Biddle assumes that defenders cannot defend a static position without being overwhelmed by firepower (which is correct). He goes on to assume that the defender thus needs to withdraw from his position after brief firefights in order to fight another fight a bit farther back. Or another team needs to do the same. In either case, defence needs depth in order to slow down the breakthrough, delay the beginning of the enemy's exploitation phase and thus enable friendly reserves to launch a promising counterattack.
It's a beautiful description of the state of the art defensive system of 1917-late 30's.

There's a crucial problem, of course: This very same system wasn't much more than a WW1 Western Front and later a doctrinal system. It was impossible in late 1941 because of overextended forces; there are often simply not enough forces available to defend in depth. Biddle paid much attention to the breakout attempts of the Western Allies in Normandy '44; again a high force density scenario.
His "modern system" is valid, save for the exception that it's invalid in low force density scenarios - that is, in most modern warfare.

A defending (direct fire) team in a high force density scenario does indeed need to shoot and scoot - and to scoot backwards or at most sideways, for these are the only survivable routes. Backwards 120° is the most likely sector for withdrawal because concealed routes for repositioning are most likely to be found in this sector. The advancing enemy might be able to see other routes an reach them with his unbearable firepower.

This is very different in a low force density scenario. Again, a defending team does indeed need to be effective in a quick firefight (ambush) and then break combat asap in order to survive for a later fight.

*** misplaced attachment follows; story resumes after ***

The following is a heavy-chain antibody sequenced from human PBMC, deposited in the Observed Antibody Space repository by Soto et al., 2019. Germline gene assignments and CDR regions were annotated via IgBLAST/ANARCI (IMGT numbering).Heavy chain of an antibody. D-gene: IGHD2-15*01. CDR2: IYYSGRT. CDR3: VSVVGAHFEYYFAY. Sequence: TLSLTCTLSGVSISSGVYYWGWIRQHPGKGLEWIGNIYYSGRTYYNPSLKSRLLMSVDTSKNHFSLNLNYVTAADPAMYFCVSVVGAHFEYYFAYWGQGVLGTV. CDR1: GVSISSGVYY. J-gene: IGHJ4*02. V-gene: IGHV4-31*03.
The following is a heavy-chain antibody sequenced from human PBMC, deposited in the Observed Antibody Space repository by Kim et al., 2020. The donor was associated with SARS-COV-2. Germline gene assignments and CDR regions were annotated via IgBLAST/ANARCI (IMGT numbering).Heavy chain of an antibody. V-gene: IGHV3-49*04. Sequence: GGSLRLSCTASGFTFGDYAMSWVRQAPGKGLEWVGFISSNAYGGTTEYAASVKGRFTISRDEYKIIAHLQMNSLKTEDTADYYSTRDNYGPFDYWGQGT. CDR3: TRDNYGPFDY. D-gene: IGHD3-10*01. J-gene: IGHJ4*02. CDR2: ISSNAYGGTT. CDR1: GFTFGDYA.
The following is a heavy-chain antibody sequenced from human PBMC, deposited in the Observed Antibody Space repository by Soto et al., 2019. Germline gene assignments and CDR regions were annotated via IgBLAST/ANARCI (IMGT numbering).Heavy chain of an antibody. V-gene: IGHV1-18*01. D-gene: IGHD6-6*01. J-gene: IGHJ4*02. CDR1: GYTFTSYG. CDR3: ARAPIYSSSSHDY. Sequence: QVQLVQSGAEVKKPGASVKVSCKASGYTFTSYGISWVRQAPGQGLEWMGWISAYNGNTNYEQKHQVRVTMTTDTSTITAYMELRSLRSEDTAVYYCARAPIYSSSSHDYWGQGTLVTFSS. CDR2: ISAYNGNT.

This doesn't force it to retreat, to go backwards - to trade ground for blood. It could just as well reposition itself in order to get behind the attacker (an astonishingly effective tactic; tank platoons and snipers who did this in WW2 wreaked utterly disproportionate havoc). There aren't enemies everywhere "in front" of them, after all - there aren't "enough" enemies to restrict their choice of routes as much as in a high force density scenario.

Low force density furthermore lowers the chance that defenders are actually in place in order to meet an attacker. There's probably just a brigade on a 60 km 'front line' - with 20 km per battalion. That's about twice the width allocated to WW2 divisions and easily four times the width that an entire brigade should be assigned to defend in a delaying mission in a high intensity scenario. In short: The presence of defenders might be the exception to the rule. Many attackers could advance on roads using loud, bright red motor scooters and still reach their objective.
Even many higher force densities leave plenty room for infiltration and exfiltration on most terrains. No frontages can be assigned to formations in many conflicts; instead, areas and missions are being assigned. There is simply no front line, thus no portion of a front line can be assigned to a formation (or the other way around).

The lack of a high force density front line, a partial collapse of Biddle's modern system tactical defence character and the lacking necessity of a breakthrough phase change very much. Biddle's "Modern system" is obsolete whenever modern forces cannot meet the force densities observed by Biddle in his look back on 20th century land warfare.

We should look forward, understand what we need to do without a front line (and its very important functions), what we need to do with the forces that we have today and in the near future. Much has changed.